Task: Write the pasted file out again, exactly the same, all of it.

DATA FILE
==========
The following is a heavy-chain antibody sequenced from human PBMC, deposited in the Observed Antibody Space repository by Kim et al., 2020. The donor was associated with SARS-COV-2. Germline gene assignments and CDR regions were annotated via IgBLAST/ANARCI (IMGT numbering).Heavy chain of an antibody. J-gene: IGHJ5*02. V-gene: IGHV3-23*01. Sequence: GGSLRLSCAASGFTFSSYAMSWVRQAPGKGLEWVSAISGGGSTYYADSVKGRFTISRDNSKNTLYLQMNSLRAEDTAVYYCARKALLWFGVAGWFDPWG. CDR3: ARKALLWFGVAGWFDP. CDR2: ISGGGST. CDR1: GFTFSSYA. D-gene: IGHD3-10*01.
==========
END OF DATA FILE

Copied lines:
The following is a heavy-chain antibody sequenced from human PBMC, deposited in the Observed Antibody Space repository by Kim et al., 2020. The donor was associated with SARS-COV-2. Germline gene assignments and CDR regions were annotated via IgBLAST/ANARCI (IMGT numbering).Heavy chain of an antibody. J-gene: IGHJ5*02. V-gene: IGHV3-23*01. Sequence: GGSLRLSCAASGFTFSSYAMSWVRQAPGKGLEWVSAISGGGSTYYADSVKGRFTISRDNSKNTLYLQMNSLRAEDTAVYYCARKALLWFGVAGWFDPWG. CDR3: ARKALLWFGVAGWFDP. CDR2: ISGGGST. CDR1: GFTFSSYA. D-gene: IGHD3-10*01.